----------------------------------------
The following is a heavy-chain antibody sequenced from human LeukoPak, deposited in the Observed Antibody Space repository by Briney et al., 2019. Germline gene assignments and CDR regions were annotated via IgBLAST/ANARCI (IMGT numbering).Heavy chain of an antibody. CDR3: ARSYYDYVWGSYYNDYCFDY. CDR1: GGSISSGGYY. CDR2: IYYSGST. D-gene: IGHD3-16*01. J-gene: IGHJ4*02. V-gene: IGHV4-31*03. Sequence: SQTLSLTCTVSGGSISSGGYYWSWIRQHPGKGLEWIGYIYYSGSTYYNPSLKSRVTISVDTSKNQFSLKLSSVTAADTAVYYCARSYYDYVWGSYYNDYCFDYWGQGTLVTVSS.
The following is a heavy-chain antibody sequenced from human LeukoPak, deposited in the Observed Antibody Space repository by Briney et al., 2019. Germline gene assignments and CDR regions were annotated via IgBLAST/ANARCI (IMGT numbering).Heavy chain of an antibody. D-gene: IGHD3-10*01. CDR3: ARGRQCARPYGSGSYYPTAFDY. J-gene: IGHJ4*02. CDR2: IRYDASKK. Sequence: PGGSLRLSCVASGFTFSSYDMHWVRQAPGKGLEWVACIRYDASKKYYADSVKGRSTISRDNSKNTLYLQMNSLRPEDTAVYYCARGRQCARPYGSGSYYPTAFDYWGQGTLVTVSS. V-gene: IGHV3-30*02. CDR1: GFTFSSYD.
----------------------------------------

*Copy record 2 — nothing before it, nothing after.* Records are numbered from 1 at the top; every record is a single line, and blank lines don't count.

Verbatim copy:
The following is a heavy-chain antibody sequenced from human LeukoPak, deposited in the Observed Antibody Space repository by Briney et al., 2019. Germline gene assignments and CDR regions were annotated via IgBLAST/ANARCI (IMGT numbering).Heavy chain of an antibody. D-gene: IGHD3-10*01. CDR3: ARGRQCARPYGSGSYYPTAFDY. J-gene: IGHJ4*02. CDR2: IRYDASKK. Sequence: PGGSLRLSCVASGFTFSSYDMHWVRQAPGKGLEWVACIRYDASKKYYADSVKGRSTISRDNSKNTLYLQMNSLRPEDTAVYYCARGRQCARPYGSGSYYPTAFDYWGQGTLVTVSS. V-gene: IGHV3-30*02. CDR1: GFTFSSYD.